Plant-pollinator interactions are partially driven by the expression of plant traits that signal and attract bees to the nutritional resources within flowers. Although multiple physical and chemical floral traits are known to influence the visitation patterns of bees, how distinct bee groups vary in their responses to floral traits has yet to be elucidated. In this study, we used a common garden experiment to test for morphological floral traits associated with pollen quantity at the plant species level, and examined how the visitation patterns of taxonomically and functionally distinct bee groups are related to flower trait characteristics of 39 wildflower species. We also determined how floral traits influence the structure of wild bee communities visiting plants and whether this varies among geographic localities. Our results suggest that floral area is the primary morphological floral trait related to bee visitation of several distinct bee groups, but that wild bee families and functionally distinct bee groups have unique responses to floral trait expression. The composition of the wild bee communities visiting different plants was most strongly associated with variability in floral area, flower height, and the quantity of pollen retained in flowers. Our results inform wildflower habitat management for bees by demonstrating that the visitation patterns of distinct bee taxa can be predicted by floral traits, and highlight that variability in these traits should be considered when selecting plants to support pollinators.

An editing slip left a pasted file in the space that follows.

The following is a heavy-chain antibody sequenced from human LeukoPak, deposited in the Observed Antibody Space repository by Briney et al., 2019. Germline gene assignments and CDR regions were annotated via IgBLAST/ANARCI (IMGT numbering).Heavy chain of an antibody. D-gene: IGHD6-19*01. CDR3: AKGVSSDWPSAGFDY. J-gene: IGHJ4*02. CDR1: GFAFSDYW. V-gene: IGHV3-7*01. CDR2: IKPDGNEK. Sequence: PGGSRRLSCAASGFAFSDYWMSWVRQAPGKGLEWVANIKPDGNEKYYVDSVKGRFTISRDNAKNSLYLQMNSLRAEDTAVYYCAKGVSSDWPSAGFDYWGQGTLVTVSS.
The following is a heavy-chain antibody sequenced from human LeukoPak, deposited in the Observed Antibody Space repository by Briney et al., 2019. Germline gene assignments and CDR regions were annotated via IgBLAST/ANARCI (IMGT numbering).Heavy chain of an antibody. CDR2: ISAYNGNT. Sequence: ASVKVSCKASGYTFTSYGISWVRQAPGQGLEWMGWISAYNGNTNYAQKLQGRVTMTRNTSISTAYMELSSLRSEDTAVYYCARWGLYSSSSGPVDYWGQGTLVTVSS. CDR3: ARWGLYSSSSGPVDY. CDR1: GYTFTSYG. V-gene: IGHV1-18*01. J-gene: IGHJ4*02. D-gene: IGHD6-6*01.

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We thank the research technicians that helped collect data for this project, particularly Julia Perrone, Katie Manning, Nate Walton, Gabe King, Michael Killewald, Katie Boyd-Lee, and Marguerite Bolt. In addition, we thank the technical staff that helped maintain our research plots at the three research stations. All plant materials were provided by native plant producers including Wildtype Native Plant Nursery, Hidden Savannah Nursery, and Prairie Moon Nursery. This project was funded by MSU Project GREEEN (GR14-011) and USDA NC-SARE (NCR13-075). Support was also provided to CAB and DAL by the NSF-Long Term Ecological Research Program (DEB 1637653) at the Kellogg Biological Station, and for RI and DAL by Michigan State University AgBioResearch.
Communicated by Diethart Matthies .
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Rowe, L., Gibson, D., Bahlai, C.A. et al. Flower traits associated with the visitation patterns of bees. Oecologia 193, 511–522 (2020). https://doi.org/10.1007/s00442-020-04674-0
- Plant–insect interactions